You were behind Mike Nugent on the depth chart for a number of years. How difficult was it for you knowing that you could perform at a high level, to have to wait your turn?
Mike and I battled for the job in 2001. He got to handle the field goal kicking duties and I handled kick-offs. I got hurt at the end of the year and Mike got to kick in 2002, where he earned All-American honors and I didn't handle that as well as I should have at the time.
I was a 20-year-old kid back then and knew I had great ability, but my mind wasn't what it should have been at the time and instead of realizing that competition would make me better, I took it as a threat. Having to wait my turn was definitely difficult because I wasn't looking at things the way I now know I could have.
Thinking back, it made me stronger, because I learned over time that competition was about bringing out the best in me and wasn't about having any ill-will towards the other guy, which definitely helped me in my NFL career and later at Ohio State.
After OSU, you had your kick of the can in the NFL. What was that experience like as an undrafted free agent kicker trying to find his way as a professional?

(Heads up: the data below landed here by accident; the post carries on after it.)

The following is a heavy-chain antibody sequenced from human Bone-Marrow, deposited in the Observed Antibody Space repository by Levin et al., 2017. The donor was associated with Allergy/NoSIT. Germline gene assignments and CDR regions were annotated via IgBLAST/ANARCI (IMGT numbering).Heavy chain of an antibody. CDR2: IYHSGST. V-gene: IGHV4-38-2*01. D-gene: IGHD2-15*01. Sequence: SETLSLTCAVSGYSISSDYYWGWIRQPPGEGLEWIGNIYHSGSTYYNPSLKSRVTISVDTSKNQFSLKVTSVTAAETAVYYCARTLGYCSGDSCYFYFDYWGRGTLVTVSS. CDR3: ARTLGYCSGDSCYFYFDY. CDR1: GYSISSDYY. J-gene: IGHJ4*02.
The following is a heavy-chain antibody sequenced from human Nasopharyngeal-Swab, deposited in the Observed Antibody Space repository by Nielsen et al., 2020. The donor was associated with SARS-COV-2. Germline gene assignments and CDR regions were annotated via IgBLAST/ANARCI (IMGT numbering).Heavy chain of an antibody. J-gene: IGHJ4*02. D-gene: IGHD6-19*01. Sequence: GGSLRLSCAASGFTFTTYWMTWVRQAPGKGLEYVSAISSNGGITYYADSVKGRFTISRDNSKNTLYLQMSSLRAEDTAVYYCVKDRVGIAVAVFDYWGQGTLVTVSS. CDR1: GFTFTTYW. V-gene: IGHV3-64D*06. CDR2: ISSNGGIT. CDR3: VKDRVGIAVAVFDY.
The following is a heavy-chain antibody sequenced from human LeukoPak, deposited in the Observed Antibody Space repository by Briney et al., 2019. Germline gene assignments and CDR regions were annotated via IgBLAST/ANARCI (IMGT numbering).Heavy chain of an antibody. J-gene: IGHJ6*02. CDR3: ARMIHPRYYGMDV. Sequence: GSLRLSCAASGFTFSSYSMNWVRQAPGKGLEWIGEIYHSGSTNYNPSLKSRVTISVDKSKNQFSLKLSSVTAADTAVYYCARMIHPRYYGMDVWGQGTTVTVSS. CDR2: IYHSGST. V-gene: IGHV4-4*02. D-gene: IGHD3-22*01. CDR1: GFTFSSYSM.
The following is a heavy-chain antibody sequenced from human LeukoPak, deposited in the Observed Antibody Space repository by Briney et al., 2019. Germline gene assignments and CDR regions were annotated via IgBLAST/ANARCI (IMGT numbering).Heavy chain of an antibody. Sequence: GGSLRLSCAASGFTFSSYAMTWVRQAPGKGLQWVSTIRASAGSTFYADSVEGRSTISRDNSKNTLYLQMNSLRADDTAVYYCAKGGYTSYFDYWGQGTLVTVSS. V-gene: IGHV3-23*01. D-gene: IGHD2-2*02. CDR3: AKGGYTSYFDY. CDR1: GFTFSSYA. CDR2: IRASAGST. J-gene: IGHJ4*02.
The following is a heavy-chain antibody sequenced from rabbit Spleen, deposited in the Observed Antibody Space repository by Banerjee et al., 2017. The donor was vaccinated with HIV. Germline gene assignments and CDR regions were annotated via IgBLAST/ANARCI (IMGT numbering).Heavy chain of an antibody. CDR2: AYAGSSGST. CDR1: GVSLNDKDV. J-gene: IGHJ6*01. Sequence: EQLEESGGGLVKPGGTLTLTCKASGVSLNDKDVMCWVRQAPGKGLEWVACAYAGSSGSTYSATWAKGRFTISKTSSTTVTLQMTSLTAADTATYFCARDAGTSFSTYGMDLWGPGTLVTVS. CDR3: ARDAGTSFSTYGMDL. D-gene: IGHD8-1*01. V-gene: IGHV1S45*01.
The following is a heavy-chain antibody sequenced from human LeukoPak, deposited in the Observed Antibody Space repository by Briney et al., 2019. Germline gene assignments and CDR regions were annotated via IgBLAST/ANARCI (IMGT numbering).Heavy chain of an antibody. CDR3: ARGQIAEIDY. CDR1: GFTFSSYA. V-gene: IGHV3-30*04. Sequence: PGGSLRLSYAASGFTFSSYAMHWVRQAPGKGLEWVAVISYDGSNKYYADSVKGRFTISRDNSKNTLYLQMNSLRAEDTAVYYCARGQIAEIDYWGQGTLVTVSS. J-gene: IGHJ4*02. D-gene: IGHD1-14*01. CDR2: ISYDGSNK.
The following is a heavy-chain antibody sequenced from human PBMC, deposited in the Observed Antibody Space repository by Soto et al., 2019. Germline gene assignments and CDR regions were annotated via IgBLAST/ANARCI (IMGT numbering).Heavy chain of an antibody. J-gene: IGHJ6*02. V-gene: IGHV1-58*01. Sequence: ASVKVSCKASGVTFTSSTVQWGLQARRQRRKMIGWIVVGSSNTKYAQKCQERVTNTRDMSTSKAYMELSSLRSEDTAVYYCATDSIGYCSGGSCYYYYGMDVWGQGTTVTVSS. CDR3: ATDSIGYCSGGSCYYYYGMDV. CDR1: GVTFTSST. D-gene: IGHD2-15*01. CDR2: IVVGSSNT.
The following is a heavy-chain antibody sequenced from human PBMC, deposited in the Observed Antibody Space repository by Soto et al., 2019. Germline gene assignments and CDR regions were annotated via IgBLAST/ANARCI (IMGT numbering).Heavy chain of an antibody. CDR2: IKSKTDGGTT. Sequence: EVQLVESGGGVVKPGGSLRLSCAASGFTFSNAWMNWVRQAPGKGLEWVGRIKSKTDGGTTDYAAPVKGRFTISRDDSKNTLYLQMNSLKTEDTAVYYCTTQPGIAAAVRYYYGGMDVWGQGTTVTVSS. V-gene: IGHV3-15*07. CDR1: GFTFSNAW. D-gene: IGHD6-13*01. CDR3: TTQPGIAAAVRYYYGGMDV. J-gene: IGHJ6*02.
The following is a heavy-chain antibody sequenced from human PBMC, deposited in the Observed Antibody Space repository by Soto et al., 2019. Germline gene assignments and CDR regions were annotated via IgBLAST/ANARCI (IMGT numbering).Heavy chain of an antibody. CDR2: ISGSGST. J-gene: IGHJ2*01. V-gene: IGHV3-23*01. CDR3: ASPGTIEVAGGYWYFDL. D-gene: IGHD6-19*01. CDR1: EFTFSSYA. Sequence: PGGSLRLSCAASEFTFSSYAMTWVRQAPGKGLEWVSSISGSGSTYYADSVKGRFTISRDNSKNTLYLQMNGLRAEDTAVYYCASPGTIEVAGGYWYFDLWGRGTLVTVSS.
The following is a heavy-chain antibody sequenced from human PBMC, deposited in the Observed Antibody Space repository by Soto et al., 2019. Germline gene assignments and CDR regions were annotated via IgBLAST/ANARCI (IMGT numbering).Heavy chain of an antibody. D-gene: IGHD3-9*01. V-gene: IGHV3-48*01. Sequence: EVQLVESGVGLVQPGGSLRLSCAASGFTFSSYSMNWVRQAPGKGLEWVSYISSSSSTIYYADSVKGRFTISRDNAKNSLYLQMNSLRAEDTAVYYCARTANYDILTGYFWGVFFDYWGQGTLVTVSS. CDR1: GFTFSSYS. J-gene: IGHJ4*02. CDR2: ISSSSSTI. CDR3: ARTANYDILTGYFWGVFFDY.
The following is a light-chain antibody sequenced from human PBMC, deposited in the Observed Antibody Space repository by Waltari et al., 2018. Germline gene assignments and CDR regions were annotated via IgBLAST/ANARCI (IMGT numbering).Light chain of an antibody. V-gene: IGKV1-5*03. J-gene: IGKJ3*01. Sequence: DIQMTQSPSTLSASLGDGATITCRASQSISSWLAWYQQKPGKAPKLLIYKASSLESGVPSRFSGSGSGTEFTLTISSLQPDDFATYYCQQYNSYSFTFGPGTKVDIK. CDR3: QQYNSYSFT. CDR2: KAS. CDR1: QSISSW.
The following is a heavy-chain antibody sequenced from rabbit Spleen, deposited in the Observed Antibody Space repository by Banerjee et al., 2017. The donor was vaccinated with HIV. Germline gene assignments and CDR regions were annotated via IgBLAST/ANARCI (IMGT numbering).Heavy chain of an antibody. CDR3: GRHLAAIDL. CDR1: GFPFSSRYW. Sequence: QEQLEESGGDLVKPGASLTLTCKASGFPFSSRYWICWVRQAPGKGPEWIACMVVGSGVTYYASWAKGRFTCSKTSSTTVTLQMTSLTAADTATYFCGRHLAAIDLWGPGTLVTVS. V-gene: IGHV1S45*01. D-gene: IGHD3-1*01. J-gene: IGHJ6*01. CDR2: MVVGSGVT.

It was stressful. The income was not there, so I had to work a lot of odd jobs and jobs for friends that would enable me to make some money, but also gave me the luxury to leave in the blink of an eye if a call from the NFL came.
It was really exciting to get calls from teams and to go through workouts. I had a lot of fun competing, but at the same time it was really hard waiting for a decision from the teams that I worked out for when it came time for cuts.
Once you signed with a team it was a really cool experience, though. It was great being with guys like Eli Manning and all the great players you got to be around. Going through camp, watching film, playing in the pre-season, it was a fantastic experience, but it was also very demanding. The NFL works you very hard and it takes a lot of dedication to play at peak performance.